MI car insurance companies use non-driving related factors such as job, education and home-owning status to charge different prices to equally safe drivers
Why should a driver with a good driving record be subjected to higher car insurance pricing for Michigan No-Fault car insurance just because he’s not a lawyer or investment banker and he doesn’t own his home?
But that’s not how things work with Michigan auto insurance companies.
In fact, the harsh reality is that “one’s socioeconomic status can lead to significant increases in auto insurance premiums,” according to an insightful, thoroughly researched study by the Coalition Protecting Auto No-Fault (CPAN), which was released to the public Aug. 1, 2017.
As a result of its study, “Comparing Socioeconomic Status and Auto Insurance Rates in Michigan,” CPAN concluded the following about “how non-driving related factors influence car insurance rates” in Michigan:
“Although factors such as job title and whether the driver owns a home are not meaningfully related to a motorist’s risk of loss, Michigan drivers who have working class jobs, do not have a college degree, or rent rather than own their home pay an average of $233 per year more for [basic] auto insurance compared to their white collar peers … On a statewide basis, this represents a 12 percent socioeconomic status penalty.”
“The pricing practices of several major insurers revealed by this research are unfair to the Michigan drivers with clean driving records whose auto premiums include surcharges due to their job title, level of schooling, or homeownership status.”
How serious is insurance code’s rule against ‘unfairly discriminatory’ car insurance pricing?
To me as an insurance attorney and to the clients I help and to the consumers who read my Auto Law blog, this is an important study — one that the Insurance Commissioner should have done.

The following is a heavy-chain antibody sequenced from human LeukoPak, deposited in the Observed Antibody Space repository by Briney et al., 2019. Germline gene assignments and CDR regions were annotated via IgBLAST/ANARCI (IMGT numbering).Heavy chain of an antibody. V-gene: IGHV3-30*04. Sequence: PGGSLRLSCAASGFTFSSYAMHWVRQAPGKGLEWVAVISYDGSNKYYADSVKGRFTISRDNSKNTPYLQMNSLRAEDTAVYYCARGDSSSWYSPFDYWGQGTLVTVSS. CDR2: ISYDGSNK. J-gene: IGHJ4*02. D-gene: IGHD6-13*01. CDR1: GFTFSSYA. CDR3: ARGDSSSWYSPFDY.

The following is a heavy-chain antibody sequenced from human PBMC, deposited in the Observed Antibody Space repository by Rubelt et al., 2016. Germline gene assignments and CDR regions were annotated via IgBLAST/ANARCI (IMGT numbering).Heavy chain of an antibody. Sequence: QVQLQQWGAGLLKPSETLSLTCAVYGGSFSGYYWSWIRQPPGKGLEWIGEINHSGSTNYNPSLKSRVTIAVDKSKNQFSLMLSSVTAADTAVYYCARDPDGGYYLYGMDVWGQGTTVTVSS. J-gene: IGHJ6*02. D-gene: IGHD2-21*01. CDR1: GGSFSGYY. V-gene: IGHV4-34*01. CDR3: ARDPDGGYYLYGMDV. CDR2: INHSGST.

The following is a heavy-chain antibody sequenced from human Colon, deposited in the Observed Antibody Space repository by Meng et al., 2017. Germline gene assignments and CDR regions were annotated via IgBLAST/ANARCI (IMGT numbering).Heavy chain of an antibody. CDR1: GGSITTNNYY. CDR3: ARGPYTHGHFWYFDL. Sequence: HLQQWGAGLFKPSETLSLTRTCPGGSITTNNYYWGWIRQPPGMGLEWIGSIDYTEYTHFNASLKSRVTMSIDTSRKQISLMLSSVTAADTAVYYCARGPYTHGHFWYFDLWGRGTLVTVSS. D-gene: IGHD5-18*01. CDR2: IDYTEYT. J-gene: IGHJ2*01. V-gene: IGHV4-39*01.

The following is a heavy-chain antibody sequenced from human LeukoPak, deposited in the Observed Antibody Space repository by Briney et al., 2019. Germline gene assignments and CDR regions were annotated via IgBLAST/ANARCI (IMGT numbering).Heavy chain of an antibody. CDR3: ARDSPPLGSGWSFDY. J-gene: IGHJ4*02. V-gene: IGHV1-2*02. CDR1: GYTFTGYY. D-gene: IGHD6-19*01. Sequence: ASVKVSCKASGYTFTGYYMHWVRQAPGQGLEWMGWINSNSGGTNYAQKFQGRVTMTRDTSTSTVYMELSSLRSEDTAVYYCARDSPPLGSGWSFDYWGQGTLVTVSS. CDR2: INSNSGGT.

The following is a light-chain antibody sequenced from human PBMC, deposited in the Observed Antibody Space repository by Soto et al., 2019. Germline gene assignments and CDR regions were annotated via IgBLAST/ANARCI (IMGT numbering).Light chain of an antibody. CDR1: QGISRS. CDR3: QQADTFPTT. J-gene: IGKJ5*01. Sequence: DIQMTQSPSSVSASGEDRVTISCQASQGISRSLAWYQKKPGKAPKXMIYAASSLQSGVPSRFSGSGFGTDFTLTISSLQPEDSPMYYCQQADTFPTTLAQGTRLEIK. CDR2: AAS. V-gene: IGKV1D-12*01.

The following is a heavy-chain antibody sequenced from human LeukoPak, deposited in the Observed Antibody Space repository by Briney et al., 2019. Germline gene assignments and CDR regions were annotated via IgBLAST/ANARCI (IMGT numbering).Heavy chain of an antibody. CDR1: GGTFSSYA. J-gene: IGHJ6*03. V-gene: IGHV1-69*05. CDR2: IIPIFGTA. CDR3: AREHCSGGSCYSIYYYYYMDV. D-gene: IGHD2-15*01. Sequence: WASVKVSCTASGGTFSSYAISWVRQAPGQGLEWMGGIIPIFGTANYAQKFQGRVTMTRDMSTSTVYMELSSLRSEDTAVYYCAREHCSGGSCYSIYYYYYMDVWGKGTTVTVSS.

Not only does it highlight the unfair car insurance pricing practices of Michigan auto insurers, but it begs the question about seriousness of the Insurance Code’s prohibition on insurers charging “unfairly discriminatory” auto insurance prices (see MCL 500.2109(1)(a)).
If using job, education and homeowner status to charge different insurance prices to two equally safe, responsible drivers isn’t discrimination, then what is?
Home-owning lawyers receive lower car insurance pricing than out-of-work renters? What?!?
Based on online price quotes from six Michigan No-Fault auto insurance companies (which “represent more than half of Michigan’s auto insurance market”) in 8 Michigan cities, the CPAN study found that the “average annual premium based on job title, education & homeownership status” was lowest for:
A lawyer with a Juris Doctor degree who owns his own home.
In contrast, the CPAN study found that the highest “average annual premium” based on socioeconomic status was:
A laid-off worker with no high school diploma and who rents his home.
In between, in descending order of lowest to highest “average annual premium” are:
- An investment banker with an MBA who owns his home.
- A factory foreman who has a college degree and who rents his home.
- A factory worker with a high school diploma who rents his home.
So who, according to the CPAN study, are the worst abusers of using non-driving related factors in setting car insurance prices? I’ll discuss the answer to that question in tomorrow’s blog post.